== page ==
What better way to plan our next trip to Europe than in a beautiful dining room in Paddington, with the charm of provincial France? French food in Australia was once so cliched to the point of being stale, but modern expressions are anything but dull.
For many years, Guillaume Brahimi has been elevating the cause of French dining in Australia. The wow factor you have from dining in the Opera House is gone, left in the wake of a luxurious part-French, part-Hamptons house. I only tried the Opera House version once; an experience that provided enough great moments to merit today’s Sunday lunch.
Sunday lunch is only offered at Guillaume on the first Sunday of each month. There is a five course set menu with a choice of two desserts for $150 a person. The diners here have come for more than just the food, it is a glamorous feeling and there is an atmosphere of excitement.
This feeling in the dining room requires a start of Champagne and Perrier Jouet seems just right. Luckily it goes beautifully with the amuse bouche, which is a delicious diced tuna concoction complete with foam for a bit of pizzazz. Next up is our first course of Kingfish from Bateau Bay with smoked eel, shiso, walnuts and apple. Guillaume spells out where each star ingredient is from, and it shows the care and pride taken in his approach to sourcing. Looking at the size of this dish we take a deep breath knowing we probably should not have eaten breakfast, and a bircher muesli at that! In any case, each bite of the generous portion of kingfish is delicious and the combination with smoked eel works along with the classic apple and walnut flavours, and a gorgeous lemon sauce. If nothing else, a touch more apple for each bite would be good, but this is a fantastic start to the meal.
With that positive start behind us we go on to the “Hens of the Woods” dish of intrigue. Catherine and I had been talking about how we don’t miss the proliferation of egg based dishes during degustation menus on the Friday night. So initially the egg “oeuf mollet” from Bulla in Victoria was not overly exciting. But if any culture can prepare the perfect egg, it is the French, and when adorned with gorgeous mushrooms, truffle, and the crisp layered potato, you have a terrific dish.
By this stage we had moved on to the Paringa chardonnay, which naturally suits the next course. From Port Lincoln in South Australia, the King George Whiting is extremely exciting. This is one of my favourite fishes, but it needs accompaniments that lift it given its subtle flavour. The whiting itself is perfectly cooked, but the accompaniments of celeriac puree, and the sauce, whilst good, was not the quality of the previous dishes. The dish needed texture, but it was a bit fiddly with the crisp bread. There is some work to do.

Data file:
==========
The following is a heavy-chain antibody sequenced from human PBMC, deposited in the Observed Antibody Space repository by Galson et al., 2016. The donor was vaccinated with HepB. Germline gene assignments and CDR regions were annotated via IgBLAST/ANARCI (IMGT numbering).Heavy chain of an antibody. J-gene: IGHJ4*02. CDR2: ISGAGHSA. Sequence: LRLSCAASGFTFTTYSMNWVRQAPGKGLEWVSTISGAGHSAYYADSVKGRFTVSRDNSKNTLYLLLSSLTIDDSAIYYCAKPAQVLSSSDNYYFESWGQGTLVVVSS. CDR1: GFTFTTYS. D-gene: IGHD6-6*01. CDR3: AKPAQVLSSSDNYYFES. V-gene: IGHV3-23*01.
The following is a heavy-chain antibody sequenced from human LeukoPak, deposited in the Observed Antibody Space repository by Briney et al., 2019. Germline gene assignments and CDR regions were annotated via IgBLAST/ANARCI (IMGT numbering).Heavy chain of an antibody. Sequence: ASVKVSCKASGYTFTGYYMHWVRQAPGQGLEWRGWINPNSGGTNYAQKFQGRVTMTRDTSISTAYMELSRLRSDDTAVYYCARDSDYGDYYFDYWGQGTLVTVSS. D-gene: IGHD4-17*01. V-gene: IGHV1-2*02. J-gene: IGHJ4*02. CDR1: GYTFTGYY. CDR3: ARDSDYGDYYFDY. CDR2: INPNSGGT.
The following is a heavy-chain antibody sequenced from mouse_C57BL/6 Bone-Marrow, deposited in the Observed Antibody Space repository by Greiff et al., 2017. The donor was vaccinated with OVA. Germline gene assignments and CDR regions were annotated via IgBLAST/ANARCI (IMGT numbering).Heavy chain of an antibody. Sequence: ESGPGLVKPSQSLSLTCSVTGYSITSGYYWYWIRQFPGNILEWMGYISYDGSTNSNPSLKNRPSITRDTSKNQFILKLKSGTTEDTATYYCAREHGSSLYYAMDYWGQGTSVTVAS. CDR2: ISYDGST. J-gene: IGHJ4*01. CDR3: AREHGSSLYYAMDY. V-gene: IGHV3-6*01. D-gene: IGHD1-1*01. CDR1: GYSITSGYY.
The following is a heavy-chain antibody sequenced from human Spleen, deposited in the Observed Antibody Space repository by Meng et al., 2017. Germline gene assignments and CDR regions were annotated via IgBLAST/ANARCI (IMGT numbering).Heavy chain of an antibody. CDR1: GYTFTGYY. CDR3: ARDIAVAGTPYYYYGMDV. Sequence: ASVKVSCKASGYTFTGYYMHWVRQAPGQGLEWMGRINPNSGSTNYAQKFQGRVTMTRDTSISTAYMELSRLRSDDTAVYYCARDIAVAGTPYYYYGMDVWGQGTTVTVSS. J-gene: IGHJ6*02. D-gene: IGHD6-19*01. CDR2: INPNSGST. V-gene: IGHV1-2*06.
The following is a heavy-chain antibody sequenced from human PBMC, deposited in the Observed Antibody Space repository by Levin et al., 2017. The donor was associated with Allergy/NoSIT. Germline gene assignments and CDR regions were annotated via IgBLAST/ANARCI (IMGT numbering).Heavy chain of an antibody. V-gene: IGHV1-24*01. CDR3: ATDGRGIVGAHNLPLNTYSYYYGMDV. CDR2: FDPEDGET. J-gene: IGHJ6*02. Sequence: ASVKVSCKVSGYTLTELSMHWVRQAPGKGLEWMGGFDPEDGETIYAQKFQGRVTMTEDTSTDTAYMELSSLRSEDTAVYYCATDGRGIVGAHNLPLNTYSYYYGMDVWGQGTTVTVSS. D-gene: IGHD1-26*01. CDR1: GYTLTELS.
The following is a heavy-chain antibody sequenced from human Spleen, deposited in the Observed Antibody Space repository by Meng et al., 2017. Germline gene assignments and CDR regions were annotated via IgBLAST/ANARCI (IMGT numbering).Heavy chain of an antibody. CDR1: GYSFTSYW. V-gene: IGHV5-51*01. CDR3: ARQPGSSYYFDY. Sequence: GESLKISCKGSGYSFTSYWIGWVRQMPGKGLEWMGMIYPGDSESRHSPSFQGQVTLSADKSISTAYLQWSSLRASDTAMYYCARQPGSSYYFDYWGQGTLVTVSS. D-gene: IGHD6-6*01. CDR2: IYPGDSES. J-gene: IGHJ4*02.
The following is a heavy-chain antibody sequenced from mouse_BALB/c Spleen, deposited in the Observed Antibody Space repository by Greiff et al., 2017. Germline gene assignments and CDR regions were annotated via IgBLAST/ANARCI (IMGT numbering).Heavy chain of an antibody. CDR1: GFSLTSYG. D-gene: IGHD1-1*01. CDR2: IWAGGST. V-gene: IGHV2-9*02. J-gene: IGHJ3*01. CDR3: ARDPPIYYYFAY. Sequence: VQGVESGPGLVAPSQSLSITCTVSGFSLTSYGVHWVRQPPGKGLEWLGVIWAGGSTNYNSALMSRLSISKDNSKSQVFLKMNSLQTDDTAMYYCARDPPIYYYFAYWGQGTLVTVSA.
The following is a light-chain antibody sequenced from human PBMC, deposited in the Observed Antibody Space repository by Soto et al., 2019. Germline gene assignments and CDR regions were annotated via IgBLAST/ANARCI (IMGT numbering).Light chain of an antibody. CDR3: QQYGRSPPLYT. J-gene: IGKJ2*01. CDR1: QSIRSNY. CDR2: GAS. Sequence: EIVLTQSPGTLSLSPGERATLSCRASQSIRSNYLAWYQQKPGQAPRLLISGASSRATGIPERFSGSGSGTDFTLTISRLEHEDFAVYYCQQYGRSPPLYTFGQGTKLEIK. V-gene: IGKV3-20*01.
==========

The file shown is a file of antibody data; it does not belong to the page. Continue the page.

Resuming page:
The next dish was something else though. The wagyu beef from New England in New South Wales is stunning. Paris mash is served at the table from the fancy saucepan. This mash and the turnip puree are outstanding accompaniments, and the jus is delightful too. Adding to the finesse of the dish is a glorious wine from Saint-Emilion combining merlot and cabernet franc in the best possible way, with just the right age to work with the beef.
We had to try each of the desserts, so Catherine ordered the passionfruit souffle, and I chose the Valrhona chocolate. The souffle sources passionfruit from Gympie, but the star of any amazing souffle is the technique of the pastry chef. This is no exception. Add some theatre from the pouring of creme anglaise at the table and you have an exemplary performance. The banana and passionfruit sorbet is perfect too, adding refreshment and balance to each taste.
They are both different, but the Valrhona chocolate is the equal of the other dessert. The components of chocolate shards, biscuit, hazelnut cream, and textural chocolate crumb, all combine into a complete and delicious dessert. It doesn’t get more French than some souffle and chocolate for dessert, and we are perfectly fine with that! On top of this the pre-dessert was also beautiful (lychee, mango, coconut featured) and the petit fours we tried of the several offered were all fantastic!
The service is performed by a mainly French staff, adding to the feel of the restaurant. On the whole the operation is seamless, but there are some minor misses, mainly with my Aussie accent, that mean there is still the opportunity to improve. However, on one particular front the staff went above and beyond, meaning small misses can easily be overlooked.
To say this is a pleasant way to spend Sunday afternoon is a dramatic understatement. The servings are generous, the ingredients in the dishes are indulgent, and more importantly, work together in mostly classical ways, but with the right touches to enhance the flavour. Add some elegant wines to the mix, professional service and a dining room to remember, and you have all the hallmarks of what I love in a restaurant.